Ideally, we would make a like-for-like comparison of global temperatures between models and observations. This has been attempted by calculating an observation-like blend of air temperature anomalies over land with SST. This is not straightforward because many regions on the model grid are a mix of land and ocean, and temperature anomalies in sea-ice regions could be represented by either MAT or SST. One study concluded that it was likely that the uncertainty in extracting the required information from the model archive was as large as the signal itself (Jones, 2020).
Under the NERC-funded GloSAT project (https://www.glosat.org/), efforts are underway to construct a merged dataset that uses values of MAT adjusted to 2m elevation over the ocean along with the land-based 2m temperature values. This is in in contrast to the more usual combination of SST and terrestrial air temperature, and will provide a dataset that is more comparable to the model-derived 2m temperature estimates.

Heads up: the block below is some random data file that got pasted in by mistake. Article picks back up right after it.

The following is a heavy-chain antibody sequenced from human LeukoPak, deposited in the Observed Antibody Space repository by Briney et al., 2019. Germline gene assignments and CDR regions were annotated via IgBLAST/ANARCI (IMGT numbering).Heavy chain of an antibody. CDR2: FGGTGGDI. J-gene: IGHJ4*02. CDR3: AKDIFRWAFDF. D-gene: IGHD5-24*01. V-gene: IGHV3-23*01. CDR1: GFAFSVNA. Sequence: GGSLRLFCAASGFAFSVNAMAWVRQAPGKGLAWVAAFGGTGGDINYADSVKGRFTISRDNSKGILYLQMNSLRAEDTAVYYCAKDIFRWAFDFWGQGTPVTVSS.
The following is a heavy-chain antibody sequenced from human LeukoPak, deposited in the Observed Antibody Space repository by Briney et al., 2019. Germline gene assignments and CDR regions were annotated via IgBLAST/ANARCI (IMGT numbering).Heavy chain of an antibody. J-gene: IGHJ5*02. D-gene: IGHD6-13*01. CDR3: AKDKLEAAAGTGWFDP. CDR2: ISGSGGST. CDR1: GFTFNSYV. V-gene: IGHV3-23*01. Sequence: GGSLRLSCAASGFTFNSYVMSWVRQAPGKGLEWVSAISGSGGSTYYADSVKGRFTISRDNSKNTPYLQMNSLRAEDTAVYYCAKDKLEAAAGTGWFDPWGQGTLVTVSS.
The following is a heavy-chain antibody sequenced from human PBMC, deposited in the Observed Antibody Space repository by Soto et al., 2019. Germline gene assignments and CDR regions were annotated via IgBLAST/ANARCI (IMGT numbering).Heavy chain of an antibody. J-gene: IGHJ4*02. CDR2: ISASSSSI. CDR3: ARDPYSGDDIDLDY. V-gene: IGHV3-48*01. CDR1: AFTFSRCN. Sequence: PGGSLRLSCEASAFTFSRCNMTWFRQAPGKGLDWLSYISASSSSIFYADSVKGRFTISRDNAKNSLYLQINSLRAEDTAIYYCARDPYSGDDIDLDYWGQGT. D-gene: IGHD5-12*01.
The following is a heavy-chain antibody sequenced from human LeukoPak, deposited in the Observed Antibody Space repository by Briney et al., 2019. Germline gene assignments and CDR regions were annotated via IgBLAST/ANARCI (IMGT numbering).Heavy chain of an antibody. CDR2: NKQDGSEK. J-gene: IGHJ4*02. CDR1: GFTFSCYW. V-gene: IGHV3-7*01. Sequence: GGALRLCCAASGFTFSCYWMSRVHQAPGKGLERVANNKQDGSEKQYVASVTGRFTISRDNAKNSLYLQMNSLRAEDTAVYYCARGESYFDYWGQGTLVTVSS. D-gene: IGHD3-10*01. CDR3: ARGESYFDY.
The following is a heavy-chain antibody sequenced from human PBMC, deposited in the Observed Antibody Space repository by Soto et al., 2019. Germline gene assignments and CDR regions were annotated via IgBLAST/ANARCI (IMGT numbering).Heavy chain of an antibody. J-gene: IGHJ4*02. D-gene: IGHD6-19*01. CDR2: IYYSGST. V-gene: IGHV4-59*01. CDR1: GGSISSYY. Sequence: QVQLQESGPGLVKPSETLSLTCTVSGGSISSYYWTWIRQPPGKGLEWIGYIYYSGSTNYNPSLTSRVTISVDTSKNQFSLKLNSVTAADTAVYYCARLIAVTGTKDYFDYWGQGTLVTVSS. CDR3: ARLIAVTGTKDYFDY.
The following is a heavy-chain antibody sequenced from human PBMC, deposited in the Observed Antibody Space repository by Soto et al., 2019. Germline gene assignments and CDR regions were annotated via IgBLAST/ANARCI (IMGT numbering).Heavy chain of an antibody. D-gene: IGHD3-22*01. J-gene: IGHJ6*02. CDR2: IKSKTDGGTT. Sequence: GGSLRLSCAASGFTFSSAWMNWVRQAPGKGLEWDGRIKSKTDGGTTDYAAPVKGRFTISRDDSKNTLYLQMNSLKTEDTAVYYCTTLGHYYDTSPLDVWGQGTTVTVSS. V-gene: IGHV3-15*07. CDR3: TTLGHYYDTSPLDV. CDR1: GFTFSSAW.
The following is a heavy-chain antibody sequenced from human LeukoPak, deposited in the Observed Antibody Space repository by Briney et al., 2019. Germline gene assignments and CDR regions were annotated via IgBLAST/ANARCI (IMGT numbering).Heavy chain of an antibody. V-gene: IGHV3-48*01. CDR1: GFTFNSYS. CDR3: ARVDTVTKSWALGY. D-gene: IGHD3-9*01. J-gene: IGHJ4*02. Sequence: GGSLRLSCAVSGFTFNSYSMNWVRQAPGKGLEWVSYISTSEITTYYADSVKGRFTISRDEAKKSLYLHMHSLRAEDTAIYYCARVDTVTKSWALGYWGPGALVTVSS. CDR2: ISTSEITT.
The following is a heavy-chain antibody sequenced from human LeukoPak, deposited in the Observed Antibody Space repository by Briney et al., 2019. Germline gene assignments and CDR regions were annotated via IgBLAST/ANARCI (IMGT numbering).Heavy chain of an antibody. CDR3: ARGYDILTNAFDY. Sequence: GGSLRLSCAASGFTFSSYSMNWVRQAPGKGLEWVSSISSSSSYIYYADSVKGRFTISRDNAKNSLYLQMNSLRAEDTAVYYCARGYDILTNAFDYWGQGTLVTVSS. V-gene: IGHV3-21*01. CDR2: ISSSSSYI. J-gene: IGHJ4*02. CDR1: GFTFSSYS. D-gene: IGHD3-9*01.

Extending the temperature record back in time: the GloSAT project
The Paris Agreement (https://unfccc.int/process-and-meetings/the-paris-agreement/the-paris-agreement) has a goal of limiting global warming to well below 2°C, and preferably to 1.5°C, compared to pre-industrial levels. The period 1850 – 1900 is used as the base-period to represent the pre-industrial climate. However, the industrial revolution was well underway by this time and the choice of base-period is therefore a pragmatic decision largely driven by the availability of sufficiently dense global data coverage and the relatively small global temperature changes due to human activities during the period.